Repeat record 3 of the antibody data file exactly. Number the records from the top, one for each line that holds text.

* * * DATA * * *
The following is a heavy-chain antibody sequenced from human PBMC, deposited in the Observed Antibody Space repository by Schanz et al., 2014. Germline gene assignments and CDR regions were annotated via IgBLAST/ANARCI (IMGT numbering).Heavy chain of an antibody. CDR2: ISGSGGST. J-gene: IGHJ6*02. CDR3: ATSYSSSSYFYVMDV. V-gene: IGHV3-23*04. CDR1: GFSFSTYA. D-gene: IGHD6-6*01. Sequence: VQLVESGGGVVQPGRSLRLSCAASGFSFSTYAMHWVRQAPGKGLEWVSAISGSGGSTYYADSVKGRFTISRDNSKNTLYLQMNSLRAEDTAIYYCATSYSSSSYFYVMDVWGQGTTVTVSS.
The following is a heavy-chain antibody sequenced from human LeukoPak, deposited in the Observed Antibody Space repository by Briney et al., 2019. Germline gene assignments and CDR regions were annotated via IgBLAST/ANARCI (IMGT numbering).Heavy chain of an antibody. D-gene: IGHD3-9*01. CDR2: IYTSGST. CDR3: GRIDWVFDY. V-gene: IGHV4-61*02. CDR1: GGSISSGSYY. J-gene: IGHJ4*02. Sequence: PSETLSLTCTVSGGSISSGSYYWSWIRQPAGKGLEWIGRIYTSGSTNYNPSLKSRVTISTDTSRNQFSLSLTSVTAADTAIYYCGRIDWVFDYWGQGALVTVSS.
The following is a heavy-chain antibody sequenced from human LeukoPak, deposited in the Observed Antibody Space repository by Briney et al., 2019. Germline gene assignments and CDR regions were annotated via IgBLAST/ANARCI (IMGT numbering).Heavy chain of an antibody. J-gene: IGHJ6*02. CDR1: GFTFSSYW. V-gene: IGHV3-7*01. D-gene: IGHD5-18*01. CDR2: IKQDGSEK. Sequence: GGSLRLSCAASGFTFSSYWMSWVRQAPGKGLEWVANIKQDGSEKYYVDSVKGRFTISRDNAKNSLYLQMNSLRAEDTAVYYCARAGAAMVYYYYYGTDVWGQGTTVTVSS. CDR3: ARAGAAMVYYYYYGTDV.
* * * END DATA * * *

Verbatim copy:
The following is a heavy-chain antibody sequenced from human LeukoPak, deposited in the Observed Antibody Space repository by Briney et al., 2019. Germline gene assignments and CDR regions were annotated via IgBLAST/ANARCI (IMGT numbering).Heavy chain of an antibody. J-gene: IGHJ6*02. CDR1: GFTFSSYW. V-gene: IGHV3-7*01. D-gene: IGHD5-18*01. CDR2: IKQDGSEK. Sequence: GGSLRLSCAASGFTFSSYWMSWVRQAPGKGLEWVANIKQDGSEKYYVDSVKGRFTISRDNAKNSLYLQMNSLRAEDTAVYYCARAGAAMVYYYYYGTDVWGQGTTVTVSS. CDR3: ARAGAAMVYYYYYGTDV.